On March 13-14, the presidents and faculty experts of 26 international universities will come together to discuss one of the pressing challenges of our time: global public health.
The conference is sponsored by the presidents of New York University, Columbia University, Princeton University, the University of Pennsylvania, and Yale University.
In setting the Millennium Development Goals (MDGs) in 2000, the UN set out an ambitious 15-year agenda to help address the world's most pressing challenges. As the goals have a target date of 2015, it is an opportune time to revisit them, assess progress and most importantly, begin to lay the foundation for post-2015. To that end, this year's colloquium focuses on a topic that underlies many of the existing goals, and that is global public health. The participants will seek to look at the existing MDGs through the lens of what progress has been made in improving the health of the world and where must we go from here.
The agenda is structured around two central questions in the hope of generating useful discussion and candid advice that will assist the Secretary-General and the United Nations as they move forward in forging the next set of MDGs. The first question is what place should public health have in the post-2015 Development Framework? And what should the main public health goals be?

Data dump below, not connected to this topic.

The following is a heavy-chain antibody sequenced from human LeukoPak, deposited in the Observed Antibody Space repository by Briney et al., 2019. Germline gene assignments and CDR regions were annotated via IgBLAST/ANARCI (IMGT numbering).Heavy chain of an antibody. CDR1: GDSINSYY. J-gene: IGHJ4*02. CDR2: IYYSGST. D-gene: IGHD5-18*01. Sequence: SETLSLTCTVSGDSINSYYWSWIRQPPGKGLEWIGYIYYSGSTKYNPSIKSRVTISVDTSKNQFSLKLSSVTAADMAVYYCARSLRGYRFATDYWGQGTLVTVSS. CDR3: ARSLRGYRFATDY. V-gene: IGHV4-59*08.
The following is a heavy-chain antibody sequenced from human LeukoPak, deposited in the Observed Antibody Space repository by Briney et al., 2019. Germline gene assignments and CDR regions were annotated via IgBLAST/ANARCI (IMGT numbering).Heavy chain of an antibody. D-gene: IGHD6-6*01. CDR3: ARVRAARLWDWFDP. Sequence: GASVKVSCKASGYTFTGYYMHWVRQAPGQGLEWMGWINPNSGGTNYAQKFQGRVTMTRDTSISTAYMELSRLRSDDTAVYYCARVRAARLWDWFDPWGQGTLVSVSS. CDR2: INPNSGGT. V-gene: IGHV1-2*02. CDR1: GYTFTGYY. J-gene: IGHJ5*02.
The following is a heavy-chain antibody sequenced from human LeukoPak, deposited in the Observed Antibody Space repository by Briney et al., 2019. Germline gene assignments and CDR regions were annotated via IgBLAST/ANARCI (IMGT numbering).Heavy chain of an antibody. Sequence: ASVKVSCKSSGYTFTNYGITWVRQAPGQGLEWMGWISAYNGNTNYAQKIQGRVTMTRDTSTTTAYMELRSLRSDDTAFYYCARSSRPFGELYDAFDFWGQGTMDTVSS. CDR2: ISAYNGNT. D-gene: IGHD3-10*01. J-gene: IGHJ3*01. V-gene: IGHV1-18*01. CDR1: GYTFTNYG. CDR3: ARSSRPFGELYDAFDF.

The second, and related, question is what role can and should universities play in advancing global health goals? As centers of education and research and discovery, and as places that train public health practitioners, how can universities contribute to improving the state of the world's health, along any number of indices from alleviating poverty to improving education to combatting disease to focusing on women and children's health.
This year’s colloquium is planned in partnership with the NYU Global Institute of Public Health, a university-wide endeavor supporting innovative, interdisciplinary public health education and collaborative research worldwide.
Participation in the colloquium is by invitation only, and sessions are not open to the public. After the colloquium's conclusion, a final report will be issued and made available on this website.